You were able to have your family members on set with you while you shot. What does having your mom and your aunt next to you during a scene bring to the experience/ Does it improve you as a director? Do they ever come up with suggestions that get in the movie?
Kevin Heffernan: I don't know about that. I know my mom and aunt were having a conversation as extras that the microphones picked up. They were talking about the day I was born. The crew got a huge kick out of that. The situation is more about embarrassing me. They don't necessarily help out the movie.
Was it nerve wracking to have your mom sitting right behind you while you try to work?
Kevin Heffernan: Maybe the first time. My mom was in Puddle Cruiser. One of the first big things my parents did was Super Troopers. They were in the Chicken Fuckers scene. Where my character, Favra runs up to a van and calls the people inside chicken fuckers. Those people were played by my parents. To go up there and do twenty takes where you are calling your parents chicken fuckers was a little unnerving. Since that moment, they have figured out what they are in for. They enjoy it.
Olivia Munn is in both The Slammin Salmon and your upcoming film Freeloaders. How did you get paired up with her, and what does she bring to both projects?
Kevin Heffernan: Her and her show over at G4 are fans of Super Troopers. We'd been on the show a few times. We became friendly with her. When we were casting this movie, we asked if she'd come in and do a part. She is so funny, and smart, and quick on her feet. And beautiful, of course. We felt she should be doing comedy movies, so we asked her to be in this. Once we had her, we realized that the camera loves her. She is a freeform comedy genius. After we worked with her once, I decided that I could work with her in every movie. She is that great.
Can you tell me a little more about Freeloaders? The Broken Lizard are in the film, but it's not necessarily a Lizard film, is it?
Kevin Heffernan: That is a producing project for us. Adam Duritz of the Counting Crows, and two friends of his, were writing partners on this film. It had a very similar vibe to the movies we make. They asked if we would work with them to make the film. We helped Shepard the project through, and got it made. We all have cameos. We do one little scene in the film. For the most part, it's other actors. It's just a producing project for us. We literally have two minutes of screen time. But the other actors are awesome. And it's pretty funny, too.
Everyone wants to know about Super Troopers 2. Where are you guys at as far as a shooting schedule and what can we expect to see out of Favra this round?
Kevin Heffernan: We went back and forth on doing it for a long time. We just recently decided that we would do it. We've written about three drafts of the screenplay. We are taking our time on it. We haven't shown it to the studio yet. It's the kind of thing we don't want to screw up. So we are going to write multiple drafts, get in to a place where we love it, and then get it made. I would imagine that we'd start shooting it in the later part of 2010. There has been a lot of talk about what it is going to be. It's not going to be a prequel. I know there was a lot of talk about that. Its actually going to be a sequel that picks up the story where we left off. It is going to happen. I think Favra goes back to school. No. As we have him right now, he will continue to be the foil that he is. The loveable jerk we know. We are going to set up a situation that puts these guys back on the highway. Favra ends up being their huge pain in the ass once again.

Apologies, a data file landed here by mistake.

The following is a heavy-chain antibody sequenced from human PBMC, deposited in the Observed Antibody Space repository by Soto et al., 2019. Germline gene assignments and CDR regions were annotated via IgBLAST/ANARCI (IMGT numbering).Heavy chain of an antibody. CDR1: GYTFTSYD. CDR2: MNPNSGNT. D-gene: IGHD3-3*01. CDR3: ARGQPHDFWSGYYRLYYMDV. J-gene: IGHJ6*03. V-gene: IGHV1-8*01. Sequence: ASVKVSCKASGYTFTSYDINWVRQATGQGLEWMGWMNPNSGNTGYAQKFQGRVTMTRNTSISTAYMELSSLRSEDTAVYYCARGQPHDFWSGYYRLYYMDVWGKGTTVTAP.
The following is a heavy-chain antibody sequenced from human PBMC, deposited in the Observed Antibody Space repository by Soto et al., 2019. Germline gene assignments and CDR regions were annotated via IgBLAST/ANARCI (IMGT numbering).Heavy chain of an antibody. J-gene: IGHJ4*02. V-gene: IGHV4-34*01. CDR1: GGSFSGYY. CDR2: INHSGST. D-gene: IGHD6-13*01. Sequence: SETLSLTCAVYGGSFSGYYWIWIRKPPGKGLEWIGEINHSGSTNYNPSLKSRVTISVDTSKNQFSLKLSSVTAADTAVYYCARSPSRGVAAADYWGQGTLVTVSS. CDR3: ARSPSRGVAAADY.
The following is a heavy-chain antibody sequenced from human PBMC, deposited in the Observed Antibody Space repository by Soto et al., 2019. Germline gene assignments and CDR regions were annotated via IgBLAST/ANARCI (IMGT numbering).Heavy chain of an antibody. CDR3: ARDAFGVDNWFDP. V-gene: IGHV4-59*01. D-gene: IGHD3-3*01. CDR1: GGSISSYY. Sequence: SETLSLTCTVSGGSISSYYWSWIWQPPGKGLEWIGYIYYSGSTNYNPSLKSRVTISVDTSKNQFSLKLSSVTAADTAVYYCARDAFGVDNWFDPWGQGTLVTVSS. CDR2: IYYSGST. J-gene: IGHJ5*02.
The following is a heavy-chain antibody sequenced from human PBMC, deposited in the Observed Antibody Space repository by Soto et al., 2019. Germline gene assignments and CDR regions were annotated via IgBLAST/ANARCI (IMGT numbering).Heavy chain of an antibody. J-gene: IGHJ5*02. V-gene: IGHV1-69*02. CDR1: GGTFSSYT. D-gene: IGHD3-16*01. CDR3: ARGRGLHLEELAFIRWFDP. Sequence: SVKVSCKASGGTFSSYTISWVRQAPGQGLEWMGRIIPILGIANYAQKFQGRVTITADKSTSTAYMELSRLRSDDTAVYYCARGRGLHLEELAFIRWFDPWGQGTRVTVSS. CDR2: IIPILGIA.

Any chance we will see a cameo from Seth Rogen or Kevin James as security guards?
Kevin Heffernan: (Laughs) That's pretty funny. I guess that's possible. That would be pretty funny. We'll get anyone that ever played a cop to come do a cameo.
That would be great. You'll have to get Robert Blake in there from Electric Glide in Blue.
Kevin Heffernan: (Laughs) Exactly.
There has been a lot of talk about a Broken Lizard TV show. How is that progressing? And what, exactly, will we see from it?
Kevin Heffernan: We have a couple of different TV scripts. The timing hasn't ever matched up right. We're going to go back to the drawing board at the beginning of the New Year. It seems like there are a lot of great things happening on TV nowadays. You get a certain amount of leeway. You get to do what you want to do. We have talked to a few different places, and we are going to figure out something to do. We are going to try and crack an idea open. We've been thinking about turning The Slammin' Salmon into a restaurant type sitcom. We are debating. It's hard to find something that has five male lead parts. I think we are trying to find some way to have a narrative world.
As we head into the next decade, what are your final thoughts on the last ten years?
Kevin Heffernan: Career-wise, it has been a pretty fun ride for us. We've had a career where we haven't made that one big splash. It has been a slow burn, where people discover us. As we've gone through the past ten years, our fanbase has grown. I think that's great. We have culminated all of this with a live tour. We hit about forty cities, and we got a good feeling for the fans we have out there. It's mostly about the fanbase for us.
The Slammin' Salmon opens this Friday, December 9th, 2009.